1. Is lack of proper nutrition during adolescence and then in pregnancy, the major cause of women suffering from osteoarthritis in India?

  • Nutrition has no direct role in the development of osteoarthritis. However, taking a diet rich in proteins and calcium helps strengthen the bones which in turn prevents the progression of arthritis and the pain associated with arthritis.
  • If you have uric acid issues then that needs to be controlled with an appropriate diet because uric acid itself if untreated can increase arthritis. 
  • Poor nutrition in childhood can lead to bowing of the legs which in turn causes malalignment and then osteoarthritis. 

2. To what extent has the women-centric schemes by the Central and State Governments helped the Indian women to overcome bone related disorders including osteoarthritis?

  • Women-centric schemes have helped improve nutrition but remember that just nutrition is good for bone strength and not for osteoarthritis. Osteoarthritis exists even in the western world where in fact the surgeries done for osteoarthritis are much more common. 
  • Nutrition in the formative years is important to have good, strong, well-aligned limbs. Remember that your bones increase the maximum strength till the age of 25 and after that, they start losing strength. 
  • Too much nutrition and an inactive lifestyle are equally detrimental. Everything is a matter of balance.

3. Statistically, where do Indian women stand in terms of inflicted by osteoarthritis?

  • Women are definitely affected more by arthritis. By this I mean they are more likely to get osteoarthritis than men and are more likely to suffer from symptoms of arthritis. The ratio of women to men is about 60:40 but the suffering ratio is 75:25. This is because the bone strength and muscle strength in women are weaker than men so for the same extent of degeneration seen on the x-ray the women are more likely to have pain than men.
  • Come to 2013 and India is likely to notice an endemic of osteoarthritis with about 80% of the 65+ population in the country suffering from wear and tear of joints. 40% of these people are likely to suffer from severe osteoarthritis, which will disable them from daily activities, say the experts quoting the World Health Organisation (WHO).
  • The reason behind the onset of this endemic is said to be increasing longevity of Indians. By 2020 the number of 65+ population in India is likely to be about 177 million, whereas India had 100 million people in this age group in 2010. Osteoarthritis, which is the most prevalent form of arthritis and the leading cause of disability in India affects over 15 million Indians each year. About 20 years ago, osteoarthritis was known as a disease of the elderly affecting those above the age of 65 years. However, Orthopedicians are increasingly diagnosing younger people in the age group of 35-55.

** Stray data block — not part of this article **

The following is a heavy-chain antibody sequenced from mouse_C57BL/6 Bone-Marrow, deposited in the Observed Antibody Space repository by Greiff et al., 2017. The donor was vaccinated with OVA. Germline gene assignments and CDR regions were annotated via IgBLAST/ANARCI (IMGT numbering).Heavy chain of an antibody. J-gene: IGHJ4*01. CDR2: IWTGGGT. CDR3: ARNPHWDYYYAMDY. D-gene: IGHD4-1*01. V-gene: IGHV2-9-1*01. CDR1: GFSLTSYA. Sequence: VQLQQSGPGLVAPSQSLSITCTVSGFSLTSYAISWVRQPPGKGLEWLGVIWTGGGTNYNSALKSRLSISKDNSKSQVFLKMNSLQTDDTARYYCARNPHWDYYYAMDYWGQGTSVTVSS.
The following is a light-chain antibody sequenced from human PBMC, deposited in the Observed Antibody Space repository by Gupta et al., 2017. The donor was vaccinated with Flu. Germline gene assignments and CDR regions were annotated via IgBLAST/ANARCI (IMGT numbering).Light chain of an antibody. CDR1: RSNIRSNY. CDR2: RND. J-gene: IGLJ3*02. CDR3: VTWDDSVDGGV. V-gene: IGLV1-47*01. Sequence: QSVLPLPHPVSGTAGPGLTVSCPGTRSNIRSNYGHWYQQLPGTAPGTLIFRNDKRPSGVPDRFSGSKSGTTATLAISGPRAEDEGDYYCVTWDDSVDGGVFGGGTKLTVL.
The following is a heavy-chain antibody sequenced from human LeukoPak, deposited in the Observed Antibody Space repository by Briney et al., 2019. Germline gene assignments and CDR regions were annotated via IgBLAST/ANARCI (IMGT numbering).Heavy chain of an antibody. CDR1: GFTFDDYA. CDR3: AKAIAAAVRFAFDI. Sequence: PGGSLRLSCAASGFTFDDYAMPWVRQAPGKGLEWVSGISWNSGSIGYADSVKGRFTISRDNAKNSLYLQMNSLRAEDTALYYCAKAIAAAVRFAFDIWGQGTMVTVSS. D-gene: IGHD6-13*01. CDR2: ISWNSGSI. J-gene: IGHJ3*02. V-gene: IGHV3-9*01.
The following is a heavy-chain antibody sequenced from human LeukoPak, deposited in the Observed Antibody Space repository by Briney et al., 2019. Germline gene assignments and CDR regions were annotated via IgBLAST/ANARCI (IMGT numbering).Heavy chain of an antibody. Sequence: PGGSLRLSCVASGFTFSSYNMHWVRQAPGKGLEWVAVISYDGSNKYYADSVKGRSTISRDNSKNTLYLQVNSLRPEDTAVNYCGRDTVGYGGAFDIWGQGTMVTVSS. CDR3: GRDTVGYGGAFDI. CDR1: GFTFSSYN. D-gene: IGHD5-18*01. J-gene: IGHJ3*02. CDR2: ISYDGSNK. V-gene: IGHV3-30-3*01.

• The prevalence of OA among elderly is nearly about 56.6%. Community survey data in rural and urban areas of India shows the prevalence of OA to be in the range of 17-60.6%.
  • Rheumatoid arthritis which is another form of arthritis called inflammatory arthritis affects women more commonly than men. 
  • Arthritis in younger people before the age of 50 is more common in males probably because of more injuries leading to joint damage.

4. Though we talk about osteoarthritis as a major problem among the women in the South Asian region, it has also been seen that staying indoors for long, gaining excess weight or lack of exercise and calcium in the post-menopausal diet are the major reasons for it. Can you please explain?

  • This is the bane of modern life. It is common all over the world not just in South Asia. People all over the world are becoming inactive, using their cars and walking less. This leads to weight gain, decreased muscle and bone strength.  A simple exercise like walking is extremely good for the knees. Menopause affects the strength of the bone and not necessarily leads to osteoarthritis. Simply put a weight gain of one kg adds 3 kgs to the knee. 
  • Calcium and vitamin D has a role to play in the development of osteoporosis and not osteoarthritis. However, if the bone strength in an osteoporotic knee is low then the pain associated is more. Also the deformation of the arthritic joint increases (particularly seen in the knees). The likely hood of stress fractures also increases in softer bones. This is because arthritic joints become stiff and subject the bones near the joints to stress.